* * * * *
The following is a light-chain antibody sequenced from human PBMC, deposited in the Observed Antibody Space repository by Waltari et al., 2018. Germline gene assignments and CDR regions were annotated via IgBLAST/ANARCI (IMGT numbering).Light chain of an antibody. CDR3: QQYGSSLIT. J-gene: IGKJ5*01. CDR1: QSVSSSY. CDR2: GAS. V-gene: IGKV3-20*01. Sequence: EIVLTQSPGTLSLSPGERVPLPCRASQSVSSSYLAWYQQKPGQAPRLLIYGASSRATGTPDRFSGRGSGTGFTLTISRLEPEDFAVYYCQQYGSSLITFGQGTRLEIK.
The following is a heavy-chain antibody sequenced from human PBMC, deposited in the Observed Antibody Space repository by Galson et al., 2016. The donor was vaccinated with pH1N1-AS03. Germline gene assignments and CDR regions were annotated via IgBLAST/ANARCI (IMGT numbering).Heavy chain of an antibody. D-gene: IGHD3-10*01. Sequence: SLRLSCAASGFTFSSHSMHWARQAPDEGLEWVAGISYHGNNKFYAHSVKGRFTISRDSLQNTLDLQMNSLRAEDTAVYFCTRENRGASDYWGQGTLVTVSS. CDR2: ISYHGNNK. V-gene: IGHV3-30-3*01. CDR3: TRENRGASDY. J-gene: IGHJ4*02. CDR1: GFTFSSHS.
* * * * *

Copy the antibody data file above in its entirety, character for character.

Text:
The following is a light-chain antibody sequenced from human PBMC, deposited in the Observed Antibody Space repository by Waltari et al., 2018. Germline gene assignments and CDR regions were annotated via IgBLAST/ANARCI (IMGT numbering).Light chain of an antibody. CDR3: QQYGSSLIT. J-gene: IGKJ5*01. CDR1: QSVSSSY. CDR2: GAS. V-gene: IGKV3-20*01. Sequence: EIVLTQSPGTLSLSPGERVPLPCRASQSVSSSYLAWYQQKPGQAPRLLIYGASSRATGTPDRFSGRGSGTGFTLTISRLEPEDFAVYYCQQYGSSLITFGQGTRLEIK.
The following is a heavy-chain antibody sequenced from human PBMC, deposited in the Observed Antibody Space repository by Galson et al., 2016. The donor was vaccinated with pH1N1-AS03. Germline gene assignments and CDR regions were annotated via IgBLAST/ANARCI (IMGT numbering).Heavy chain of an antibody. D-gene: IGHD3-10*01. Sequence: SLRLSCAASGFTFSSHSMHWARQAPDEGLEWVAGISYHGNNKFYAHSVKGRFTISRDSLQNTLDLQMNSLRAEDTAVYFCTRENRGASDYWGQGTLVTVSS. CDR2: ISYHGNNK. V-gene: IGHV3-30-3*01. CDR3: TRENRGASDY. J-gene: IGHJ4*02. CDR1: GFTFSSHS.